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Study Proves That Drinking Coffee Results In Longer Lifespan

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There is something new for coffee lovers to celebrate. A study, done recently has proven that consuming coffee is linked to lowering risk of dying early. This is regardless of how much or the amount of caffeine, you consume as proven by a study made by JAMA Internal Medicine.
“We observed an inverse association for coffee drinking with mortality, including among participants who reported drinking at least one cup per day, up to eight or more cups per day, as well as those drinking filtered, instant and decaffeinated coffee,” states Dr. Erikka Loftfield, the lead researcher at the National Cancer Institute.
The researchers came up with health questionnaires answered by various adults who consume coffee then had a physical examination also providing biological samples. The study was done on about 500,000 people, who gave details about their habitual coffee consumption, smoking and drinking habits, and their medical history too. They also revealed that 14,200 of the people involved died during the 10-year study.
Every level and type of coffee consumption was found to have some qualities of longevity or a longer life as well. The risks declined depending upon how much the coffee was consumed by the person, its caffeine content and based on whether the coffee was instant or ground. They found that the ones who consumed coffee regularly had about 8% lower risk of premature death that the ones who didn’t. The rate was highest at 16% for people who drink six to seven daily cups.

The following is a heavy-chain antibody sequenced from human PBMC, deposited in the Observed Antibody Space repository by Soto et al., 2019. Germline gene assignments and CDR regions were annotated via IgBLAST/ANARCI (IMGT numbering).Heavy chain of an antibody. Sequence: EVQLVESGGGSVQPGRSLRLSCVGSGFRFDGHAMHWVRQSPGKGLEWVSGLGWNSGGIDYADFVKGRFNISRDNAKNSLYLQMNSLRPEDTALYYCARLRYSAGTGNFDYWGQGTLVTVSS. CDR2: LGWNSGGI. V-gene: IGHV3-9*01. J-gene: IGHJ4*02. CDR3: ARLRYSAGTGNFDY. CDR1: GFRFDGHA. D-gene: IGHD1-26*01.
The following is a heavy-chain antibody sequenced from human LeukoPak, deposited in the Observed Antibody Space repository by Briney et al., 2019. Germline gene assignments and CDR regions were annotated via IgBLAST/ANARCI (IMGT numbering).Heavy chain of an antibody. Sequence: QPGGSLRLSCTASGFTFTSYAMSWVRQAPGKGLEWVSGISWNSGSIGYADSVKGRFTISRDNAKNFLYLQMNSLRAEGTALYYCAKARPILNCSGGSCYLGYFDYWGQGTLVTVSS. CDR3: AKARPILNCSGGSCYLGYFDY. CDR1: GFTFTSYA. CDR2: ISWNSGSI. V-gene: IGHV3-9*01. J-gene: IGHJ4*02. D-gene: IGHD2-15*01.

The speed of metabolism regarding caffeine did not appear to affect longevity, even though past studies have stated that risks of high blood pressure and heart attack are high with people who metabolize caffeine slowly. Loftfield criticized this study as she claims the researcher only involved coffee consumption after a disease occurrence. Since they used the Biobank study, they could investigate genetic data like caffeine metabolism that resulted in a more detailed analysis.

They concluded that caffeine really isn’t a life-lengthening mechanism at work in Java, Loftfield claims. Since the study involved analysis of an existing dataset, it was fairly observational, but nevertheless still proved that coffee does keep death at bay or at least results in a longer life.
“Our current understanding of coffee and health is primarily based on findings from observational studies,” Loftfield explains, “To better understand the potential biological mechanisms underlying the observed associations of coffee with various health outcomes, additional studies are needed.”
Their study has clearly disproved the past notion that coffee or rather caffeine leads to cancer, which even the World Health Organization backed by stating that there is inadequate evidence to label coffee as a carcinogen.
“Our study provides further evidence that coffee drinking can be part of a healthy diet and offers reassurance to coffee drinkers,” Loftfield concluded.